The Roval at Texas Motor Speedway.

Play it in a smaller size if you don't have the bandwidth.  Click here for my full track day report.

Eagle's Canyon Raceway on April 10.


If you would have told me two years ago that I would be driving a Camaro, I would have laughed at you.  I turned my back on American products 5 years ago, but it was for quality reasons and principles.  So why am I driving a Camaro race car?  Well, no matter what I believe about what I feel the automakers should be putting out on the street, everything changes when it comes to power to weight ratio.  I believe that any automaker still using a pushrod engine is not prepared for the future of advanced engine controls including variable valve timing.  However, when it comes to my wallet, would I rather be racing an exotic V-12 engine with DOHC, or the most abundant engine on the planet?  Easy, which one can I afford to fix if and when it breaks on me on the race track?  Certainly not the exotic.  Racing is about the most abuse you possibly subject a vehicle to.  Breaking is inevitable.  The Camaro is a solid car with ample aftermarket support.  As much as I think that GM doesnít know what they are doing, which is evident by the death of the 4th gen Camaro and their new last place entry into the retro muscle car frenzy, there may be no value better than a 300+ hp used Camaro.  Then add to that one that someone dropped 10s of thousands of dollars into and did not finish, this deal was too good to pass up.  This car could be anything at all, and could be as hideous as a Ford Granada, as long as it had all the racing goodies this car had and the performance to back it up.  I have taken a hard line in the past against solid rear axles on modern performance cars, but when left with no choice, it's easy to forget that you don't have the extra 2 degrees of camber that the guy you just passed has!  I am learning that you have to exploit a carís potential, and tolerate itís weaknesses, and let the track times speak for themselves.  And with this car they do.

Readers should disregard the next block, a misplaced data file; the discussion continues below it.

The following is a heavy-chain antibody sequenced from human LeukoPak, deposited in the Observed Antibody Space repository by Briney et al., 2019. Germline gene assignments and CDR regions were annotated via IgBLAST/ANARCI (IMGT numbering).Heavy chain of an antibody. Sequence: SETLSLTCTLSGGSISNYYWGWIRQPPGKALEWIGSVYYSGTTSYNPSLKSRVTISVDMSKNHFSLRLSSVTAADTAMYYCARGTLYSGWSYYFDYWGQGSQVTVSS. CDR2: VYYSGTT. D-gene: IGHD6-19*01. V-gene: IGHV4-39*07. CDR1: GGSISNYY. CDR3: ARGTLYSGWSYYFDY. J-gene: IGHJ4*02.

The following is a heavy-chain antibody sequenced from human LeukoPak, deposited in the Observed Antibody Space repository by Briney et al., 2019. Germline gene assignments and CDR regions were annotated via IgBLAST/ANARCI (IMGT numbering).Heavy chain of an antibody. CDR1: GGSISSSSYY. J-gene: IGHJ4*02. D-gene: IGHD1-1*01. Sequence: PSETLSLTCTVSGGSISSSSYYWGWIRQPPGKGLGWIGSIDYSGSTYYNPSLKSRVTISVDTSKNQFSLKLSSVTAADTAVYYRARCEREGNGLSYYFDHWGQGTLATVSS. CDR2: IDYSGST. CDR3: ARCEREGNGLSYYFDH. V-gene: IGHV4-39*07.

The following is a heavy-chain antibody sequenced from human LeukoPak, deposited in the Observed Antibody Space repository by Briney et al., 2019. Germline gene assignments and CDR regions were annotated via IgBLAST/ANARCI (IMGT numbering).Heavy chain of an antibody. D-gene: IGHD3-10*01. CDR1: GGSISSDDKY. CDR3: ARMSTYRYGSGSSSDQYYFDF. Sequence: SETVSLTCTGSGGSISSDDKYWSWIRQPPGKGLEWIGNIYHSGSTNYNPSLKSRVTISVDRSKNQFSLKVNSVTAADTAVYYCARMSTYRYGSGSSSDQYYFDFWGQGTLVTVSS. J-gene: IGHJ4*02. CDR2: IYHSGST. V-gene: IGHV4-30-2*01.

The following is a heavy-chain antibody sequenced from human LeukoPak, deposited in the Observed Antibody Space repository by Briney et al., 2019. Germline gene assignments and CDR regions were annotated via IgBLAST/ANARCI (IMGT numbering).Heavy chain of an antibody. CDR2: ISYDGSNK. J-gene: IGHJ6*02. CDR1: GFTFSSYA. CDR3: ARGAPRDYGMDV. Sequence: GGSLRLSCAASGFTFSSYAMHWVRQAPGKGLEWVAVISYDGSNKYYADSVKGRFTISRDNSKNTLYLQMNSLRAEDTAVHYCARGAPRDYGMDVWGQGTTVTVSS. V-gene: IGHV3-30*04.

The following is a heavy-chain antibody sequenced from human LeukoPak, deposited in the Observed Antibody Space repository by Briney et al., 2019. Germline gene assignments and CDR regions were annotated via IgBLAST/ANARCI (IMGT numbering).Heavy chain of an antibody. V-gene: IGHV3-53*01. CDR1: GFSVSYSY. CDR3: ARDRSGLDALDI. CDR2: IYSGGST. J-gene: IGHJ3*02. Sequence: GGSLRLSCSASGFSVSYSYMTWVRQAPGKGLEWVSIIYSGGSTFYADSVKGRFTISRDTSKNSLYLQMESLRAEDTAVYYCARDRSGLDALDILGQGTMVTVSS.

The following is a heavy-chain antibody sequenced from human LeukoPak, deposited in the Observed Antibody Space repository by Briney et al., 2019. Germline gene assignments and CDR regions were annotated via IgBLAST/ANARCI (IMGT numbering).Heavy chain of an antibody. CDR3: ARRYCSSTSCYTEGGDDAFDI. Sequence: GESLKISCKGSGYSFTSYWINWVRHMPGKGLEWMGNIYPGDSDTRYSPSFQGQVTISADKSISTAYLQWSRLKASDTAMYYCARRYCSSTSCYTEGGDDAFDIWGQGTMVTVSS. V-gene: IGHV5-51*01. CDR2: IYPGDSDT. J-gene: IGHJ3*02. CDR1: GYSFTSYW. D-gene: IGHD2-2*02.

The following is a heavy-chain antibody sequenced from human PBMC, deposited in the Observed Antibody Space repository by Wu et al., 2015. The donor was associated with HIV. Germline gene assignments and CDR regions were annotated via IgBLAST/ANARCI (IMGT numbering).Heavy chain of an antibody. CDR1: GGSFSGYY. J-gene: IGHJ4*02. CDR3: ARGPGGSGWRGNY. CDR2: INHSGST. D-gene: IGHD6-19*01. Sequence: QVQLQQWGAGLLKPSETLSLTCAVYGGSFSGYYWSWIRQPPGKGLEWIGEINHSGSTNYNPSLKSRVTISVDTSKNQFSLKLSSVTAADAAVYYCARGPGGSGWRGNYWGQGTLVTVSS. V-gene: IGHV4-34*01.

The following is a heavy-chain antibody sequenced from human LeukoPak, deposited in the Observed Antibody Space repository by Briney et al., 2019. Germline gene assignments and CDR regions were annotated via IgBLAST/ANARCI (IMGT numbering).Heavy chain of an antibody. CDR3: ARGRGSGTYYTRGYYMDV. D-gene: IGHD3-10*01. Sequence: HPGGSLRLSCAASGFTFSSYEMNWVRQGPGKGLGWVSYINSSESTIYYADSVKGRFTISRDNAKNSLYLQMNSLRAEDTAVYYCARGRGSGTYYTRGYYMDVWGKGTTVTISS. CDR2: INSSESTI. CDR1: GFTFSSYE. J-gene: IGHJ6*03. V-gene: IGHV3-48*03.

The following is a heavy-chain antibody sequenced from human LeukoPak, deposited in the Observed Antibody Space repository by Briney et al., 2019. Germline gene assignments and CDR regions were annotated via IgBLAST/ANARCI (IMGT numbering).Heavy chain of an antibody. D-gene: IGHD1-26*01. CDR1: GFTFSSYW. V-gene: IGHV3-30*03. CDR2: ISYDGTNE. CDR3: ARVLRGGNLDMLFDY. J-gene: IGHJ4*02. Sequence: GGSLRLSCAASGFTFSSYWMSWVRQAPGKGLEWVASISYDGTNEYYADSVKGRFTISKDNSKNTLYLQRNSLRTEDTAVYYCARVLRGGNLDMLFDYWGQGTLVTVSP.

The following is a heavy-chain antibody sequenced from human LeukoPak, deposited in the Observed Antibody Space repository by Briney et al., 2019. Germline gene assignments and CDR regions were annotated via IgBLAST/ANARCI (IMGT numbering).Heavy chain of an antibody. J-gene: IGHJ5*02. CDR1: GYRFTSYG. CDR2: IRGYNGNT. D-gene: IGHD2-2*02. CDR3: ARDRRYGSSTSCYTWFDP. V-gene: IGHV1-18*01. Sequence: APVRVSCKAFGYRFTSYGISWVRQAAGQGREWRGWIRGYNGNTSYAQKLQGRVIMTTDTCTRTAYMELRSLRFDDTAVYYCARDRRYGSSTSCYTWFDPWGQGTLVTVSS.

Prior to driving the Camaro on the track, I had been driving the Miata.  You can hardly find a better car to sling around a track for the money.  With sticky Toyo RA-1 tires, this car provided a lot of entertainment.  Speeding up to bigger faster cars in the corners made me feel better about the way they tromped all over me on the straights.  By feel alone, I just knew that this car could outcorner the Camaro.  Then I added facts to the equation.  GPS data acquisition run on both cars on the same track showed me something mind boggling, the Camaro was as fast as the Miata even in the tightest corners on the track.  The combination of this, and the purchase of a pick-up to replace the Miata as a daily driver made the Miata not very necessary, so I sold it.  I am now focusing on the Camaro, developing it into a much faster and more reliable race car all the time.  As much as I mock the thing, it can pick on some pretty expensive machinery at the track, and the knowledge of what I have invested in it makes that very satisfying.

 This translates to about 430-450 hp at the flywheel, depending on the drivetrain efficiency you choose.